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The paper-airplane competition in your May issue [“Paper Lions”] was a great idea. Projects like these encourage learning about physics and aerodynamics, especially for the younger set. Dedicating a few pages per issue to items that intrigue younger readers is a service to future science, because your young readers of today will be the inventors, engineers and scientists (and airline pilots) that will shepherd our world when we've grown old.
PopularScience_20120701_0281_001_0008.xml
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The Chemical Company: acResin
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The Chemical Company
acResin
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PopularScience_20120701_0281_001_0009.xml
article
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MEGAPIXELS
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D-Day
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Joanna Foster
The 1,585-foot Fort Steuben Bridge spanned the Ohio River, linking Ohio to West Virginia for 84 years, but it took just seconds for it to drop in a controlled demolition in February. The Ohio Department of Transportation closed the aging concrete-and-steel suspension bridge in 2009 and finally hired general contractors Joseph B. Fay Company to take the bridge down.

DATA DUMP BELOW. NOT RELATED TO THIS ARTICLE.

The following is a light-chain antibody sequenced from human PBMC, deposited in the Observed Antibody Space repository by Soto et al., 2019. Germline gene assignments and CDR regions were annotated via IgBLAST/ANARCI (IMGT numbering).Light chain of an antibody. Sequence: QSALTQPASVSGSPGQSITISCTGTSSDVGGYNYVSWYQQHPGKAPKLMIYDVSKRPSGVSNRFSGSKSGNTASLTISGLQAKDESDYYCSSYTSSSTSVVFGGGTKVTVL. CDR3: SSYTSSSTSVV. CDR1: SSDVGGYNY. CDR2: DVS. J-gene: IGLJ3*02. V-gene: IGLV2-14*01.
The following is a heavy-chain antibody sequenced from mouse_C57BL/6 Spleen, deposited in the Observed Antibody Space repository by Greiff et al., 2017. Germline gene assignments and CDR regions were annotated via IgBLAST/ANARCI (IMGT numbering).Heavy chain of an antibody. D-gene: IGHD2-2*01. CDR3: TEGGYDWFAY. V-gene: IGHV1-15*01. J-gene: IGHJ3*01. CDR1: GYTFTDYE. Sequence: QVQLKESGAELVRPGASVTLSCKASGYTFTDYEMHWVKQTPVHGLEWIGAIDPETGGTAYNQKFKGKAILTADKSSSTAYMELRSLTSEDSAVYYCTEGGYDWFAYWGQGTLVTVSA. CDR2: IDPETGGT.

PopularScience_20120701_0281_001_0010.xml
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Energizer: AA Ultimate Lithium batteries
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Energizer
AA Ultimate Lithium batteries
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PopularScience_20120701_0281_001_0011.xml
review
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What's new
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World's Fastest Bike
Engineers master bicycle aerodynamics
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Cervélo P5
$6,500
Mark Anders
At the Olympic level, where cyclists are in roughly the same physical condition, the difference between victory and defeat often boils down to a bike's aerodynamics. The more smoothly air flows over a frame and rider, the less wind resistance he will feel and the faster he'll go.